I just got back from a short, holiday-ish thing in Exmoor. We stayed in a tiny, harbour spot called Porlock Weir which suffered severe flooding in 1996 when the defensive shingle ridges were breached, and as a result the surrounding land is all salt marsh, where the freshwater has mixed with the seawater. The day we went for a walk the place was deserted, the sky was gunmetal grey and we were surrounded by the skeletons of dead trees killed off by their new ecosystem. Quite spooky. It was interesting to observe a landscape so similar to a typical English countryside and yet so unfamiliar: different plant species, different texture underfoot. Apparently if sea levels continue to rise much more of our coastline will become like this.
So, we did lots of walking and lots of rollercoaster-style driving up and down Exmoor’s incredibly steep cliffs and sharp bends, some pony-spotting, rather a lot of reclining in the huge armchairs at our hotel and marvelling at the baffling collection of antiques…and we did eat, of course, but not much of it was anything to write home about (or write about from home, even). I continue to be amazed by the dismal quality of hotel breakfasts. Is it too much to ask that coffee not be the colour of washing up water and the whole dining room not reek of overcooked egg? Anyway. Let’s focus on the positive: the one thing in full, glorious health in every place we visited was the state of Britain’s baking. Even the most depressing, faded tearooms featured big glass domes housing WI-standard sponges, piped icing rosettes, burnished lemon meringues, slabs of shortbread – in one unassuming looking place, hazelnut butter shortbread, which still sounds so incredible I can’t believe I didn’t order it despite being stuffed full of rum and raisin ice cream. And scones of course, with clotted cream and an array of jams. I don’t know if it’s just that, in a county where even the pubs are forced to serve cream teas all day long to demanding tourists, they’ve had a lot of practice, but there are some serious baking skills in the kitchens of Somerset and Devon.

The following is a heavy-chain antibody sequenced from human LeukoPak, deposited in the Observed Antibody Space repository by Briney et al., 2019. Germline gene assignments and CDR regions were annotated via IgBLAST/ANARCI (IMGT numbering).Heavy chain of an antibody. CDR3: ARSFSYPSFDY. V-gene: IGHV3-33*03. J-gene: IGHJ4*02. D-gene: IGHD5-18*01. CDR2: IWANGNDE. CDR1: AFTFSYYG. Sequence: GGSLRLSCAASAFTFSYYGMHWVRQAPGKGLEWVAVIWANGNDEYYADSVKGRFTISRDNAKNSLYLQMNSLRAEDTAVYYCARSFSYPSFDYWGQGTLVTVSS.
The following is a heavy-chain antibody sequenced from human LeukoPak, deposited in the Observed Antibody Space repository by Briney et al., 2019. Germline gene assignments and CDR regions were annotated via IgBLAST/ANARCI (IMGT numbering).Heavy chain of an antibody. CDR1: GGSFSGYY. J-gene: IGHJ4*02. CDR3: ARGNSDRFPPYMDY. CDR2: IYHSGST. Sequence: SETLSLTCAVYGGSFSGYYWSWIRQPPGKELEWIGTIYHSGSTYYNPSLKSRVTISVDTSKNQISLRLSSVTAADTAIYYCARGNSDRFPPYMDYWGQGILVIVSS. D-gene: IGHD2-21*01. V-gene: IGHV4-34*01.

In tribute to them, the day after I got back, I wanted to bake something a bit more challenging than usual, something that would switch off the autopilot mode that I make certain brownie and sponge things in. And yes, perhaps I’ve also been watching The Great British Bake-Off a bit too closely. So I defrosted some egg whites, cracked open the Ottolenghi cookbook and made a batch of lime and basil macaroons. They weren’t perfect – slightly oversized, and the basil flavour didn’t come through enough, but I used a piping bag for the first time in a long time. And that made me proud.
Ottolenghi’s lime and basil macaroons
Makes 10-20, depending on how delicate you are
110g icing sugar
60g ground almonds
2 egg whites (60g)
40g caster sugar
5 large basil leaves, finely chopped (or more – see lack of basil flavour noted above)
finely grated zest of 1 lime
for the buttercream:
110g unsalted butter, softened (I think unsalted matters here, as the basil flavour could otherwise veer to close to savoury)
45g icing sugar
juice and finely grated zest of 1 lime
5 large basil leaves, finely chopped (or more!)
Heat the oven to 170c.
Sieve the icing sugar and ground almonds into a large bowl.
Whisk the egg whites and caster sugar together until stiff and glossy. An electric mixer is probably best for this, but as I don’t have one I used a handheld electric whisk. Fold a third of the meringue mixture into the almond and icing sugar until fully incorporated. Do the same with the next two thirds. The mixture should be nice and smooth.
Draw small circles on a sheet of greaseproof paper to act as a guideline – a bit smaller than a two pound coin should be close. Don’t put the circles too close together as the meringue will spread in the oven. Dab a few dots of meringue mix onto a baking tray and use it to glue the greaseproof paper in place.
Pipe circles of meringue onto the guideline circles. If you don’t have a piping bag you can spoon the mix on, though the results won’t be as neat. When you’re done, hold the tray with both hands and bang it against the worktop to smooth out the macaroons. Then leave the tray uncovered for 15 minutes.
Bake the macaroons in the preheated oven for 10-12 minutes, or until they will lift easily off the paper. Leave to cool completely.
While the macaroons cool, make the buttercream filling by beating together the butter and icing sugar until light and fluffy, then beat in the lime zest, juice and basil. Assemble the macaroons by piping or spooning a dollop of buttercream on one half, then gently pressing and twisting on the other half.
From Ottolenghi: The Cookbook